International Baccalaureate PYP
I'm working on some new sets for additional grade levels in math, more science units, and some new Social Studies cards with QR codes. Stay tuned for those.

Do you have a Word Wall in your classroom? I'd love to hear how you use it in the comments section!

Have a great weekend!

Friday, November 23, 2012

Giving Thanks

Thanksgiving is one of my favorite times of year, and as I recover from my food coma, I have many school-related things to give thanks for this year!

1. Listening to Reading Grant
Every year, my school's PTO offers grants to teachers who have projects in need of funding. As I was thinking about all of the things that I need for my classroom (and my wish list is never-ending), I decided that I wanted to create an opportunity to add the fifth part of the Daily Five into my classroom - Listening to Reading. We had all of the other components going, but I didn't have any access to grade appropriate audiobooks nor did I have a way for them to listen to them. Then I saw someone pin this on Pinterest, and the wheels started turning:

I had two first generation iPhones sitting in a desk drawer waiting to be repurposed or recycled, and it occurred to me that they could be used for Listening to Reading -- especially with one of these headphone splitters. So I typed up a grant proposal, shopped the iTunes catalog for audiobooks, and crossed my fingers. A couple of weeks later, I was alerted that my project had been funded!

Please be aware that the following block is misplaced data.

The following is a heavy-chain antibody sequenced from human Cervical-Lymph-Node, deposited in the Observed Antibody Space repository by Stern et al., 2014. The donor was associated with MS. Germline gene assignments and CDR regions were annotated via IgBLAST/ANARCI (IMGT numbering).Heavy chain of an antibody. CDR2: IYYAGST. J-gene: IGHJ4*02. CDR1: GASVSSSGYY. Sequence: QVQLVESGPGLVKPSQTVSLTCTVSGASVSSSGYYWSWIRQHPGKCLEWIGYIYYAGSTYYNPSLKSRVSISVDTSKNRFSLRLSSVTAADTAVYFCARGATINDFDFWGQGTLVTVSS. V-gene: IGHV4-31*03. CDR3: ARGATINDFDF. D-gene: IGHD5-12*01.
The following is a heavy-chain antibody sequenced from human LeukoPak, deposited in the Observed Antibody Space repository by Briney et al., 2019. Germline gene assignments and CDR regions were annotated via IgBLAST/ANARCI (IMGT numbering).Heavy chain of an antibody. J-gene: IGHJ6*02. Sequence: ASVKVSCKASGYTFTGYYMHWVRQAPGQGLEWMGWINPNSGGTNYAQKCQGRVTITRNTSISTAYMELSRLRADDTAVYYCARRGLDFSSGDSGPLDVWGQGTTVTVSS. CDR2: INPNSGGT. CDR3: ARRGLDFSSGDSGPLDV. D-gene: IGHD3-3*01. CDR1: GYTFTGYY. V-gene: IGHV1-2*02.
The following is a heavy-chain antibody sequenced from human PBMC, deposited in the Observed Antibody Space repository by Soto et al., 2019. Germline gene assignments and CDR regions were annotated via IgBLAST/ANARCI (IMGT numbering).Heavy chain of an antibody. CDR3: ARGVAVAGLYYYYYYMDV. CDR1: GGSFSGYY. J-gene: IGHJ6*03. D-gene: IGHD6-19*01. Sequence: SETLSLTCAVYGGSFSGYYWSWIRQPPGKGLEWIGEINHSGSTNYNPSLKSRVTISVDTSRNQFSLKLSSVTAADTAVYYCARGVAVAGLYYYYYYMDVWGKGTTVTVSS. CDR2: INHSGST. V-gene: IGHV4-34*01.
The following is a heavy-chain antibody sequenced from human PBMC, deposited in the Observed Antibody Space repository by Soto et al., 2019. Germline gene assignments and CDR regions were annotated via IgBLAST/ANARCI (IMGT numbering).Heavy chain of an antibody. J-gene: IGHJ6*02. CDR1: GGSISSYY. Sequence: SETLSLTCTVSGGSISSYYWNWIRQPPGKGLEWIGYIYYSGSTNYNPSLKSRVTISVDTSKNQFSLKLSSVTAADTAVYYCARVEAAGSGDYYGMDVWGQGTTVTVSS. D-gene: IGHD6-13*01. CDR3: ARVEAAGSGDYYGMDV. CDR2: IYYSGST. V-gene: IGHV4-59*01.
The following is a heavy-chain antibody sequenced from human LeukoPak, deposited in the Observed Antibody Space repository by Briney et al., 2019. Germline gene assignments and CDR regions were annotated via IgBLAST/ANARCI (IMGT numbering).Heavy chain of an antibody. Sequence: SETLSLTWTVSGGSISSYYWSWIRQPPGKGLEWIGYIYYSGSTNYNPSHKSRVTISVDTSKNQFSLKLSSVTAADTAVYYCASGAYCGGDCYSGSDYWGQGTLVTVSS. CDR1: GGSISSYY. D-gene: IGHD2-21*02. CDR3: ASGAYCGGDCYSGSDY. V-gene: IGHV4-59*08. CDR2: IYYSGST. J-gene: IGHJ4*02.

We recently started using the audiobooks in the classroom, and I have to say that I'm really pleased with how it's going. I created a schedule and gave the students a list of titles of audiobooks to choose from, and each group picked their own book to listen to. They've loved it! I was a little worried that there might be fights about volume controls since the headphone splitter doesn't allow individual volume control, but there's been none of that. Just a bunch of kids contentedly listening to extraordinary readers share books the kids love. I especially like it for some of my struggling readers because they're able to tackle texts that they wouldn't be able to handle on their own. 

So far, I've just been having the groups summarize the chapters as they listen, and that's been working out well. Eventually, though, I'd like to design some activities that they could do at the listening center. Any suggestions or resources to share?

2. We're becoming a 1:1 iPad SCHOOL!